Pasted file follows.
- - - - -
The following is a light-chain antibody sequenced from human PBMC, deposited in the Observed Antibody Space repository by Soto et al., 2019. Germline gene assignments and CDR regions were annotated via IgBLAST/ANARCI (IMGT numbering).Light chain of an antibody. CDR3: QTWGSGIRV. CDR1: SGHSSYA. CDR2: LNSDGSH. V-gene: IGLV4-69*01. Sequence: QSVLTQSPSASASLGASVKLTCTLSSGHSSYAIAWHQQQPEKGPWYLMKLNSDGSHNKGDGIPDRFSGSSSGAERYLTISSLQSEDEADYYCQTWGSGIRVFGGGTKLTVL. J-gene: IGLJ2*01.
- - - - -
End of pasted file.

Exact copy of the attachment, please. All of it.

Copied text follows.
The following is a light-chain antibody sequenced from human PBMC, deposited in the Observed Antibody Space repository by Soto et al., 2019. Germline gene assignments and CDR regions were annotated via IgBLAST/ANARCI (IMGT numbering).Light chain of an antibody. CDR3: QTWGSGIRV. CDR1: SGHSSYA. CDR2: LNSDGSH. V-gene: IGLV4-69*01. Sequence: QSVLTQSPSASASLGASVKLTCTLSSGHSSYAIAWHQQQPEKGPWYLMKLNSDGSHNKGDGIPDRFSGSSSGAERYLTISSLQSEDEADYYCQTWGSGIRVFGGGTKLTVL. J-gene: IGLJ2*01.